Practice Framework & Theories

Practice Framework & Theories

Values Theories Practice
Accountability Using theory within the politics of our daily practice to offer accountability to clients, government, funding bodies, colleagues and the community.
  • Honesty
  • Integrity
  • Ethical practice
Self-determination Strengths Based Practice
The strengths perspective focuses on the clients assets-talents, abilities, and competencies; an appreciation of and respect for the assets of individuals, families, and communities. Mobilise a clients’ strengths in the service of achieving their goals and the clients will have a better quality of life on their terms (Saleeby, 1996)
  • Emphasise relationship, safety and trust
  • Encourage young people to tell their stories
  • Discovering strengths and encourage growth
  • Facilitate Choice
Celebrating Diversity Social Justice
The basic principles of social justice are:

  • Participation – expanded opportunities for real participation in the decisions which govern a clients life
  • Equity – overcoming unfairness caused by unequal access to economic resources and power
  • Access – greater equality of access to goods and services
  • Rights – equal effective legal, industrial and political rights

Social justice is about equality and fairness between human beings. We advance social justice when we remove barriers that people face because of gender, age, race, ethnicity, religion, culture or disability (United Nations).

  • Advocacy and enabling young people to be empowered
  • Encourage participation
  • Enable access to the community and its resources
Fairness and Equity Structural Theory
Structural social work is concerned with all forms of oppression and works to:

  • promote community and equality,
  • favouring social over economic goals, and seeks an equitable distribution of society’s resources,
  • a participatory democracy and self-determination in government and non-government organisation,
  • seeks to work in a way that treats people with respect, enhances dignity and integrity, enables clients to be self-determining, accepts difference and promotes social justice (Mullaly, 2003)
  • Highlight and challenge structural disadvantage
  • Work across sector systems to influence positive change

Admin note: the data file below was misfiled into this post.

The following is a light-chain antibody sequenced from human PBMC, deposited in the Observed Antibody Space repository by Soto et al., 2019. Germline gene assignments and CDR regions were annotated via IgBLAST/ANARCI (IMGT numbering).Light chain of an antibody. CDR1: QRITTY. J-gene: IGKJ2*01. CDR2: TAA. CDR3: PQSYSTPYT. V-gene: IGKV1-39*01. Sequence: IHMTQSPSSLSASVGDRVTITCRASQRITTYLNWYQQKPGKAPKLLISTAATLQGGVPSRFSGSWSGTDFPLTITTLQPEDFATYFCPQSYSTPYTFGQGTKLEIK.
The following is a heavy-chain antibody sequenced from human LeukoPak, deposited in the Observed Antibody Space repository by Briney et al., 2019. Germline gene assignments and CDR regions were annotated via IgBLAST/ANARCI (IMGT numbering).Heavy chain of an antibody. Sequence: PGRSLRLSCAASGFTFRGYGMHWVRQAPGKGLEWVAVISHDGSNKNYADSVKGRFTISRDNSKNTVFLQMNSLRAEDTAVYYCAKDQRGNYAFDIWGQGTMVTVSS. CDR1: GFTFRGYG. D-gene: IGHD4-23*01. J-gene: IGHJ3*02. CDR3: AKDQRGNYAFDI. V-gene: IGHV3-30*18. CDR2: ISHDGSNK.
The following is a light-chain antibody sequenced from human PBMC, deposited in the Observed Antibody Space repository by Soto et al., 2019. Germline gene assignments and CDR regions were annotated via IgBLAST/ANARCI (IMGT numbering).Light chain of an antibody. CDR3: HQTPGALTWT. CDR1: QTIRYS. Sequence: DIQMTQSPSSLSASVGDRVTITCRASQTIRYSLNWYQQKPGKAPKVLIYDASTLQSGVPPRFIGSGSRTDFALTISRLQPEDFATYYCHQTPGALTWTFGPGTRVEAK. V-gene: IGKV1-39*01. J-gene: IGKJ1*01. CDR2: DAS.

• Take opportunities to educate others about young people’s realities.
Working Collaboratively Reflective Practice
Reflective practice uses a structured system for thinking things through either during and/or after an event, to improve future practice. RP can be developed by:

  • Reflection to achieve specific objectives, such as fitting in with agency practices and policies,
  • Reflection on the relationship between principles and practice, the area where practice theory becomes integrated into practice,
  • Reflection to incorporate ethical and political concerns (Goodman, 1984)
  • Individual and team focus on continuous learning and development
  • Supervision, Training and Conferences
  • Individual responsibility for critical reflection on practice
Embracing Change Ecological / Systems Theory
Recognises that systems interact with each other in complex ways and can impact behaviour. Assisting people to increase their personal and social resources to enable better coping strategies. A focus on being sensitive to diversity, ethical and empowering, using a partnership between worker and client that reduces power indifferences and promotes shared agreements. (Payne, 2005)
  • Enquire about a young person’s relationships, connections, interests and experiences – building a holistic picture of a young person’s life
  • Focus on holistic well being
  • Modelling, educating and encouraging healthy relationships
  • Acknowledging impacts of previous relationships and experiences